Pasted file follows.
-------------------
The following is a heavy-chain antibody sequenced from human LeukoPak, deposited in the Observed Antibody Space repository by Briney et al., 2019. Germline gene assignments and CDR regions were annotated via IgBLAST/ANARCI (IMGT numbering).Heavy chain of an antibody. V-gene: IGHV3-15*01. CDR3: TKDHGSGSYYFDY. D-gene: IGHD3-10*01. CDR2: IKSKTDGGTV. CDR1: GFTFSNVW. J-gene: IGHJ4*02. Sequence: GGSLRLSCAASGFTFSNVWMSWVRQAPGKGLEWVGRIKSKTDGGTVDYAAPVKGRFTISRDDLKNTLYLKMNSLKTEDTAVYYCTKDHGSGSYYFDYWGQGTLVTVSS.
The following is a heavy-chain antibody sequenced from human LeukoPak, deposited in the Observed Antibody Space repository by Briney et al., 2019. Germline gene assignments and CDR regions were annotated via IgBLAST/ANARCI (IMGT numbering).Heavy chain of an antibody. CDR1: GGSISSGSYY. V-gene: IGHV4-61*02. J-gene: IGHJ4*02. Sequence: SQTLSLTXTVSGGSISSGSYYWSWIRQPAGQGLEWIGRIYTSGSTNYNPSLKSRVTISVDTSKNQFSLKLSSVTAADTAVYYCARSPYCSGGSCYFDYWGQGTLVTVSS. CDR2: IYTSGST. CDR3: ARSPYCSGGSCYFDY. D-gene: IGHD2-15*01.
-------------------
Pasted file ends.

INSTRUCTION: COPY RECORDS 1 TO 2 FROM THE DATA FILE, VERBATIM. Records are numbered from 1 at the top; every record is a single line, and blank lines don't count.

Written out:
The following is a heavy-chain antibody sequenced from human LeukoPak, deposited in the Observed Antibody Space repository by Briney et al., 2019. Germline gene assignments and CDR regions were annotated via IgBLAST/ANARCI (IMGT numbering).Heavy chain of an antibody. V-gene: IGHV3-15*01. CDR3: TKDHGSGSYYFDY. D-gene: IGHD3-10*01. CDR2: IKSKTDGGTV. CDR1: GFTFSNVW. J-gene: IGHJ4*02. Sequence: GGSLRLSCAASGFTFSNVWMSWVRQAPGKGLEWVGRIKSKTDGGTVDYAAPVKGRFTISRDDLKNTLYLKMNSLKTEDTAVYYCTKDHGSGSYYFDYWGQGTLVTVSS.
The following is a heavy-chain antibody sequenced from human LeukoPak, deposited in the Observed Antibody Space repository by Briney et al., 2019. Germline gene assignments and CDR regions were annotated via IgBLAST/ANARCI (IMGT numbering).Heavy chain of an antibody. CDR1: GGSISSGSYY. V-gene: IGHV4-61*02. J-gene: IGHJ4*02. Sequence: SQTLSLTXTVSGGSISSGSYYWSWIRQPAGQGLEWIGRIYTSGSTNYNPSLKSRVTISVDTSKNQFSLKLSSVTAADTAVYYCARSPYCSGGSCYFDYWGQGTLVTVSS. CDR2: IYTSGST. CDR3: ARSPYCSGGSCYFDY. D-gene: IGHD2-15*01.